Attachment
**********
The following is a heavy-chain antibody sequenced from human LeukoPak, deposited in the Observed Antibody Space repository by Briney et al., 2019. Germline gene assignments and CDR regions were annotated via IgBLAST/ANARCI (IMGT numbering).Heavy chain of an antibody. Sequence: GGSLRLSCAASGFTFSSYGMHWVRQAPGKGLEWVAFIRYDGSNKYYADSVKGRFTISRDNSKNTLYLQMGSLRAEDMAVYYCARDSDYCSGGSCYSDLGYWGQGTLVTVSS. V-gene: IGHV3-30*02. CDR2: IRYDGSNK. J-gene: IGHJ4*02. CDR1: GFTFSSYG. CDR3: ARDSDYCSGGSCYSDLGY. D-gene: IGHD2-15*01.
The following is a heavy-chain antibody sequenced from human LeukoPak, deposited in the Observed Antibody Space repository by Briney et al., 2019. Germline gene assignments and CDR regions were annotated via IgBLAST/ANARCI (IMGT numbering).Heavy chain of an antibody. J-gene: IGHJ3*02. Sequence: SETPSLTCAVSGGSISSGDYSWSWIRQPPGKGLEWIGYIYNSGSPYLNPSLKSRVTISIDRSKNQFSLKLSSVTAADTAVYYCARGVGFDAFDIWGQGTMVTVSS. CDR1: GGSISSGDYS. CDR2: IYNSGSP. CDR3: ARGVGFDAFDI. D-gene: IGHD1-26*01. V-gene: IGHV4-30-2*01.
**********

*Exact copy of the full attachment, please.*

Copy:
The following is a heavy-chain antibody sequenced from human LeukoPak, deposited in the Observed Antibody Space repository by Briney et al., 2019. Germline gene assignments and CDR regions were annotated via IgBLAST/ANARCI (IMGT numbering).Heavy chain of an antibody. Sequence: GGSLRLSCAASGFTFSSYGMHWVRQAPGKGLEWVAFIRYDGSNKYYADSVKGRFTISRDNSKNTLYLQMGSLRAEDMAVYYCARDSDYCSGGSCYSDLGYWGQGTLVTVSS. V-gene: IGHV3-30*02. CDR2: IRYDGSNK. J-gene: IGHJ4*02. CDR1: GFTFSSYG. CDR3: ARDSDYCSGGSCYSDLGY. D-gene: IGHD2-15*01.
The following is a heavy-chain antibody sequenced from human LeukoPak, deposited in the Observed Antibody Space repository by Briney et al., 2019. Germline gene assignments and CDR regions were annotated via IgBLAST/ANARCI (IMGT numbering).Heavy chain of an antibody. J-gene: IGHJ3*02. Sequence: SETPSLTCAVSGGSISSGDYSWSWIRQPPGKGLEWIGYIYNSGSPYLNPSLKSRVTISIDRSKNQFSLKLSSVTAADTAVYYCARGVGFDAFDIWGQGTMVTVSS. CDR1: GGSISSGDYS. CDR2: IYNSGSP. CDR3: ARGVGFDAFDI. D-gene: IGHD1-26*01. V-gene: IGHV4-30-2*01.